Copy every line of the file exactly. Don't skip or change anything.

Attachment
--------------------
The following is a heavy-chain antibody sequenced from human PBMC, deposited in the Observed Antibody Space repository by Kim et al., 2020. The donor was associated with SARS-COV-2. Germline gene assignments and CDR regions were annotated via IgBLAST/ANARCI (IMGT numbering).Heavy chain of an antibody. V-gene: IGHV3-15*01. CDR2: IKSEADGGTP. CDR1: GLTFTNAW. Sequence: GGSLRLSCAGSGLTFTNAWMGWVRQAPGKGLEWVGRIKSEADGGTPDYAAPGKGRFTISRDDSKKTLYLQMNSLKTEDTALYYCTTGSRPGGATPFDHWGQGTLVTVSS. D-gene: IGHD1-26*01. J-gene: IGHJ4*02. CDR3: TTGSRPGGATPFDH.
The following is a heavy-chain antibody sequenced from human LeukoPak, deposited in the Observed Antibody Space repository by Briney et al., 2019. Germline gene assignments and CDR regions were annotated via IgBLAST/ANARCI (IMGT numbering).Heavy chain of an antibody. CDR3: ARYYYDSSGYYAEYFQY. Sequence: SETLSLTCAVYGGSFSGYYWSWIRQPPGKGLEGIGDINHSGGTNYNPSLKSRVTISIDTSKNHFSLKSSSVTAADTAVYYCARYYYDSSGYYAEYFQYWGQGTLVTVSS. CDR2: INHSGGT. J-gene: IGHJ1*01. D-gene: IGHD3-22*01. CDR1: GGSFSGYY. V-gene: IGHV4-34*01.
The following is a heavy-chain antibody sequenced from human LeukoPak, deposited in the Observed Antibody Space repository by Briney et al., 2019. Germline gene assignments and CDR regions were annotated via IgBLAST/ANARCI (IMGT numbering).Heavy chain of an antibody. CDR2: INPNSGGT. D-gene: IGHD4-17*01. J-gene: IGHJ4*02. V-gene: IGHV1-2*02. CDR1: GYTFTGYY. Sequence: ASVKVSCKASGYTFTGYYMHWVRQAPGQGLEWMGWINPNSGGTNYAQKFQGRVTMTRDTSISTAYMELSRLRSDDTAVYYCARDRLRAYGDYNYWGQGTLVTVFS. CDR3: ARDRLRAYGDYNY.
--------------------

The following is a heavy-chain antibody sequenced from human PBMC, deposited in the Observed Antibody Space repository by Kim et al., 2020. The donor was associated with SARS-COV-2. Germline gene assignments and CDR regions were annotated via IgBLAST/ANARCI (IMGT numbering).Heavy chain of an antibody. V-gene: IGHV3-15*01. CDR2: IKSEADGGTP. CDR1: GLTFTNAW. Sequence: GGSLRLSCAGSGLTFTNAWMGWVRQAPGKGLEWVGRIKSEADGGTPDYAAPGKGRFTISRDDSKKTLYLQMNSLKTEDTALYYCTTGSRPGGATPFDHWGQGTLVTVSS. D-gene: IGHD1-26*01. J-gene: IGHJ4*02. CDR3: TTGSRPGGATPFDH.
The following is a heavy-chain antibody sequenced from human LeukoPak, deposited in the Observed Antibody Space repository by Briney et al., 2019. Germline gene assignments and CDR regions were annotated via IgBLAST/ANARCI (IMGT numbering).Heavy chain of an antibody. CDR3: ARYYYDSSGYYAEYFQY. Sequence: SETLSLTCAVYGGSFSGYYWSWIRQPPGKGLEGIGDINHSGGTNYNPSLKSRVTISIDTSKNHFSLKSSSVTAADTAVYYCARYYYDSSGYYAEYFQYWGQGTLVTVSS. CDR2: INHSGGT. J-gene: IGHJ1*01. D-gene: IGHD3-22*01. CDR1: GGSFSGYY. V-gene: IGHV4-34*01.
The following is a heavy-chain antibody sequenced from human LeukoPak, deposited in the Observed Antibody Space repository by Briney et al., 2019. Germline gene assignments and CDR regions were annotated via IgBLAST/ANARCI (IMGT numbering).Heavy chain of an antibody. CDR2: INPNSGGT. D-gene: IGHD4-17*01. J-gene: IGHJ4*02. V-gene: IGHV1-2*02. CDR1: GYTFTGYY. Sequence: ASVKVSCKASGYTFTGYYMHWVRQAPGQGLEWMGWINPNSGGTNYAQKFQGRVTMTRDTSISTAYMELSRLRSDDTAVYYCARDRLRAYGDYNYWGQGTLVTVFS. CDR3: ARDRLRAYGDYNY.